Plan reuse under Simple parameterization

Interesting problem came up today on #sqlhelp. A trivial plan results in multiple prepared Execution plans.

To begin with let’s understand parameterization quickly. It is a mechanism that the optimizer uses to create an execution plan for Ad hoc queries (not store procedures) that enables plan reuse. In other words when a query is changed by only the literal (value) being passed in the where clause the body of the TSQL doesn’t change and therefore the step involved in executing the code doesn’t change either. In this case the optimizer decides to reuse a previously generated (and available in plan cache memory) execution plan instead of creating a new plan just because the value has changed. This is a good thing except when we encounter parameter sniffing.

By default the database has Simple parameterization enabled. Which means that for basic queries that do not include things like joins, sub queries , group by etc. the optimizer tries to create and reuse the plan where possible.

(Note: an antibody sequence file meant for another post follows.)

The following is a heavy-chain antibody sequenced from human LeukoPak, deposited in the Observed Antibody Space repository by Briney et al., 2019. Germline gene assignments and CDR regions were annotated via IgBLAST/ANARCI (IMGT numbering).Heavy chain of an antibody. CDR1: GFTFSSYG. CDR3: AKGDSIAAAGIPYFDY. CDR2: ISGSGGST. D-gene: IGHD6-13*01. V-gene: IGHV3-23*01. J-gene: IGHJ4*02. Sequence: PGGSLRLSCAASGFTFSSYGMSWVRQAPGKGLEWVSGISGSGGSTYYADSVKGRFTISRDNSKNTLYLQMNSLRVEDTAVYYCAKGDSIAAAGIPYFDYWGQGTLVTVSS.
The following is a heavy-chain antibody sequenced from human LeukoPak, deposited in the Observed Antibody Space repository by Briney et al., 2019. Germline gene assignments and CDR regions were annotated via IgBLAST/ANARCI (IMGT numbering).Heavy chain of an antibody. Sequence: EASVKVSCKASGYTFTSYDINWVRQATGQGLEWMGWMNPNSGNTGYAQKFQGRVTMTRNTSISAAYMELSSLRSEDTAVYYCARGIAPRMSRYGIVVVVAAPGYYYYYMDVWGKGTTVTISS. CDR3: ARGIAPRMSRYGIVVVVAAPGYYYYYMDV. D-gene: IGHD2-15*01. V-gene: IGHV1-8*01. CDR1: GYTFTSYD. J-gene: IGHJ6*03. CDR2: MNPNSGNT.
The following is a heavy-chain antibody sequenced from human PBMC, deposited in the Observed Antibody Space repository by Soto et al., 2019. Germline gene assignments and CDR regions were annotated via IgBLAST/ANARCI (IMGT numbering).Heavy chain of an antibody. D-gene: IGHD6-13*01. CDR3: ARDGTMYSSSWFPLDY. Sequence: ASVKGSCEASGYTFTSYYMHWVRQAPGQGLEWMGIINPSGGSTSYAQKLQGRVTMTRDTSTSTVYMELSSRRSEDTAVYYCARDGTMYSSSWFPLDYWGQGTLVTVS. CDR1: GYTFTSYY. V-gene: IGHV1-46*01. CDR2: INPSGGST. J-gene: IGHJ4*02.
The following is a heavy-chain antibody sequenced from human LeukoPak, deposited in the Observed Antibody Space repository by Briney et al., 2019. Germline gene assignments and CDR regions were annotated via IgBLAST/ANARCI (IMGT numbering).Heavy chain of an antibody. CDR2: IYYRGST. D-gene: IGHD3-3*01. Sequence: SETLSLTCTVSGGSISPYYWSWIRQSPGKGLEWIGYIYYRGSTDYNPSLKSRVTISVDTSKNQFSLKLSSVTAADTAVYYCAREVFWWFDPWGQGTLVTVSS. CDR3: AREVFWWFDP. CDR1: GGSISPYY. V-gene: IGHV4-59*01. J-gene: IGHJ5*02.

Take a look at the below query

First we clear the procedure cache and confirm we don’t have any plans lying around.

Next we execute a very simple query as shown below

Next we increase the number in the where clause by 1 and execute the query again.

Notice how we have two different rows (stubs for each query) in the results but the plan cache shows the same single execution plan as before

This is what the stub looks like

This is what the execution plan looks like

See how the where clause has been parametrized by variable @1 int. Pay close attention to the datatype here it is INT. Because INT is the smallest datatype that case hold the value 244550 from the initial

Now what happens if the first query had a value of say 2. We see two stubs but we also see two execution plans

Why? If we look at the execution plan we can see that the datatype for the variables for each prepared query is different and therefore we end up with two different plans.

So if we have to use Simple parameterization start with the bigger value first.


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